After several prolonged, difficult
months, plagued by coronavirus, small business owners are preparing for the day
they can finally and permanently reopen their doors.
The pandemic has seriously
impacted the health of businesses everywhere, and for most employers, getting
their business operating back to some form of normality cannot come soon
But whilst businesses across the
country prepare to welcome back their employees and customers, hackers and
cyber criminals are actively infiltrating and exploiting small businesses at breathtaking
speed and success.
Small to medium sized businesses
are particularly vulnerable to renewed and increasingly sophisticated cyber-attacks.
In fact, an estimated 43% of global cyberattacks involve small and medium sized
Unlike large corporations and
government agencies, many SMEs do not believe they are attractive or high
profile enough to be targeted by cyber criminals and subsequently, neglect
investing and budgeting for cyber security protection that is required to
prevent unauthorised breaches.
It’s a fact that the COVID-19
pandemic has seen an unprecedent spike in cyber security attacks. According to
report from Microsoft, COVID-19 themed cyber-attacks
spiked to nearly a million a day during the first week of March.
Phishing attack attempts are the
main area the cyber criminals are focusing on with attacks up by 600% in March alone
according to Barracuda Networks. Other types of attacks cyber criminals are
focusing on are:
Considerable domain names were
registered at the start of the pandemic containing terms like “coronavirus”
“corona-virus” “covid-19” “corona-pandemic”. Whilst some of these websites are
legitimate, the vast majority are not. Cyber criminals are registering
thousands of new domains and websites every day to carry out spam campaigns,
phishing campaigns and to spread malware and ransomware to user devices.
Cyber criminals are taking
advantage of widespread global communications to mask their activities and
cover tracks. Malware, spyware and trojans have been embedded into interactive
coronavirus maps and websites. Spam emails are also tricking users into
clicking on links which download malware to their devices so they can be
Hospitals, medical centres and
public institutes are among the top targets for cyber criminals when using ransomware
attacks. This is due to them being overwhelmed with the crisis and they cannot
afford to be without systems and key services. The cyber criminals believe such
institutes are likely to pay the ransomware so they can continue to operate
which is why they are a key target. Ransomware is generally entering systems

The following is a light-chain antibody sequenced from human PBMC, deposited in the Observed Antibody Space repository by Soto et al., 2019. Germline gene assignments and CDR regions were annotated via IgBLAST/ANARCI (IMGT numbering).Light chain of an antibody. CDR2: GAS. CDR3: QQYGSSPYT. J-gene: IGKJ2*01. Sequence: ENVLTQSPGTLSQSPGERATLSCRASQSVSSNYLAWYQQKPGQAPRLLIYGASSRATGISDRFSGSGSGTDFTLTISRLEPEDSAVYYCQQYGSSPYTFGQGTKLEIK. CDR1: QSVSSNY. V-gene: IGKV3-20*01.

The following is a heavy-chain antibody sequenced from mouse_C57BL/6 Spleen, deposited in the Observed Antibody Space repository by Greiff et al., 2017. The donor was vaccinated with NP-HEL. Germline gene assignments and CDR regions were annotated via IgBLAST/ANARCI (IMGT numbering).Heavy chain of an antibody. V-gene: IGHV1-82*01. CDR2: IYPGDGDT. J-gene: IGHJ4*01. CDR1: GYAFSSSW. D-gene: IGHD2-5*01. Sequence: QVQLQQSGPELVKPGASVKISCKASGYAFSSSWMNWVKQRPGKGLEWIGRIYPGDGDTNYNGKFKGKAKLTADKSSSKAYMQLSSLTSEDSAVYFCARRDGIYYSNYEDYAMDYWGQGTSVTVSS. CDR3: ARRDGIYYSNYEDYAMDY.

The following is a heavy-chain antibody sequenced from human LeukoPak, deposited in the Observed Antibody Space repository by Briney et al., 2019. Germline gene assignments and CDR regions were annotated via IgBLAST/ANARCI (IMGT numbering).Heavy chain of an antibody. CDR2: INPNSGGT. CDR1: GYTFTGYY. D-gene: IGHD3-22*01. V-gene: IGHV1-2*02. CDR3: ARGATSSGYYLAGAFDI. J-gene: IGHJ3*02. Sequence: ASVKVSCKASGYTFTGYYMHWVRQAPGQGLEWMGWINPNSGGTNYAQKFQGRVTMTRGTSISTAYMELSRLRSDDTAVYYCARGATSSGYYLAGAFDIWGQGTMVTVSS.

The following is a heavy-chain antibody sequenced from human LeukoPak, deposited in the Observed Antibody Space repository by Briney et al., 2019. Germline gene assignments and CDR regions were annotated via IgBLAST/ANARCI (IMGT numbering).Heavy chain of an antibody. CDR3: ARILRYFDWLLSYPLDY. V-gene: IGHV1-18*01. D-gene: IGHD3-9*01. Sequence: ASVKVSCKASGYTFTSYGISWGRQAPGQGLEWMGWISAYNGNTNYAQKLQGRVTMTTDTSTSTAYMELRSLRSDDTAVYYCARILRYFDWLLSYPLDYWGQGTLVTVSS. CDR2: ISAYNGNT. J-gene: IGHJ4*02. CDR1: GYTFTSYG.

via emails containing infected links or attachments, compromised employee
credentials or by exploiting a vulnerability in systems.
With most organisations having
adopted working from home practices because of the pandemic, it is critical
that employers create remote working policies to mitigate the risks involved.
Whilst many SMEs understand the
importance of having a cyber security culture in the office environment, this
is very difficult to replicate for employees working from home and is often
There are many areas that
businesses need to consider such as device security, strong passwords and
multifactor authentication, so having a detailed plan in place that details the
current security posture of the business as it stands, and where it needs to be
going forward is absolutely key.
Critically, this should also be extended
to cover working from public places as well as home.
The disruption caused by
COVID-19 is inevitable and businesses have enough to worry about without
contending with cyber security and compliance issues. But unfortunately, cyber
criminals have sensed an opportunity amid the pandemic to exploit people’s fear
Security company Check Point
suggest that coronavirus-related attacks are now declining but state that
threats are likely to continue at heightened levels for some time yet. Once a
hacker has compromised and gained access to a network, they can install malware
and choose to activate it at any time in the future.
In 2019, the average single data
breach cost a business $200,000 and studies have shown that 60% of these small
business victims go out of business within the first six months of experiencing
such a transgression.
SMEs should take quick and
decisive action as its never been so important to develop and implement a
strong cyber security strategy to help combat the ever-changing threat
landscape and mitigate risk. Data protection is key to this along with securing
After months of lockdown, small
businesses now have the opportunity to firm up their cyber defences to protect
their employees, customers and livelihoods from cyberattacks. Small businesses
should adapt to the new and ever-changing cyber threat landscape as we prepare
for a post COVID-19 era.
A solid cybersecurity strategy
is no longer just for larger businesses nor is it a luxury – it is a